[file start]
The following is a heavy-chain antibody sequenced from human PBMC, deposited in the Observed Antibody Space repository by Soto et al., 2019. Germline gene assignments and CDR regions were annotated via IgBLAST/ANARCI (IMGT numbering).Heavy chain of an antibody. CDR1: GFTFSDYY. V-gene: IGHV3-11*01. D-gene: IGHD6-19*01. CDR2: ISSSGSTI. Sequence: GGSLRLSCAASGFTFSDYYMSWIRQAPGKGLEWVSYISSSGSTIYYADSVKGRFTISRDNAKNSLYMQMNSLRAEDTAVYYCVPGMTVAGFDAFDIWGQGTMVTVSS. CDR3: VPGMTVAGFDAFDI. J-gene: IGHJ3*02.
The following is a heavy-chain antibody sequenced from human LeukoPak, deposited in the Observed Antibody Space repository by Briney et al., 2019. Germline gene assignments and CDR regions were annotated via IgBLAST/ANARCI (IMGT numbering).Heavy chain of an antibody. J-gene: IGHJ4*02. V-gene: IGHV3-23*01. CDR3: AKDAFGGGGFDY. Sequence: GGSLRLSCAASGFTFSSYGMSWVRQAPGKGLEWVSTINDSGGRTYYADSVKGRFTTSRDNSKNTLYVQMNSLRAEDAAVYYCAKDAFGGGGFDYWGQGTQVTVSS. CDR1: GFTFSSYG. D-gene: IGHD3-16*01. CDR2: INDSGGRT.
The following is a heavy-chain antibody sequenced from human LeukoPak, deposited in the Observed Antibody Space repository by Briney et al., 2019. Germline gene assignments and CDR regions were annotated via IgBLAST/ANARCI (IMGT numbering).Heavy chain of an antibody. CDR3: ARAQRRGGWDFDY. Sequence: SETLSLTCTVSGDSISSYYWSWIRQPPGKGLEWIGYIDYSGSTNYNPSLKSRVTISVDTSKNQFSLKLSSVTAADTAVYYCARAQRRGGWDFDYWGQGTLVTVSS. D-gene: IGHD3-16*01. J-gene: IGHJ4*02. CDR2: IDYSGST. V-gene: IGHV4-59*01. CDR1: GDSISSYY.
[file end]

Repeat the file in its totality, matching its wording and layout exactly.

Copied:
The following is a heavy-chain antibody sequenced from human PBMC, deposited in the Observed Antibody Space repository by Soto et al., 2019. Germline gene assignments and CDR regions were annotated via IgBLAST/ANARCI (IMGT numbering).Heavy chain of an antibody. CDR1: GFTFSDYY. V-gene: IGHV3-11*01. D-gene: IGHD6-19*01. CDR2: ISSSGSTI. Sequence: GGSLRLSCAASGFTFSDYYMSWIRQAPGKGLEWVSYISSSGSTIYYADSVKGRFTISRDNAKNSLYMQMNSLRAEDTAVYYCVPGMTVAGFDAFDIWGQGTMVTVSS. CDR3: VPGMTVAGFDAFDI. J-gene: IGHJ3*02.
The following is a heavy-chain antibody sequenced from human LeukoPak, deposited in the Observed Antibody Space repository by Briney et al., 2019. Germline gene assignments and CDR regions were annotated via IgBLAST/ANARCI (IMGT numbering).Heavy chain of an antibody. J-gene: IGHJ4*02. V-gene: IGHV3-23*01. CDR3: AKDAFGGGGFDY. Sequence: GGSLRLSCAASGFTFSSYGMSWVRQAPGKGLEWVSTINDSGGRTYYADSVKGRFTTSRDNSKNTLYVQMNSLRAEDAAVYYCAKDAFGGGGFDYWGQGTQVTVSS. CDR1: GFTFSSYG. D-gene: IGHD3-16*01. CDR2: INDSGGRT.
The following is a heavy-chain antibody sequenced from human LeukoPak, deposited in the Observed Antibody Space repository by Briney et al., 2019. Germline gene assignments and CDR regions were annotated via IgBLAST/ANARCI (IMGT numbering).Heavy chain of an antibody. CDR3: ARAQRRGGWDFDY. Sequence: SETLSLTCTVSGDSISSYYWSWIRQPPGKGLEWIGYIDYSGSTNYNPSLKSRVTISVDTSKNQFSLKLSSVTAADTAVYYCARAQRRGGWDFDYWGQGTLVTVSS. D-gene: IGHD3-16*01. J-gene: IGHJ4*02. CDR2: IDYSGST. V-gene: IGHV4-59*01. CDR1: GDSISSYY.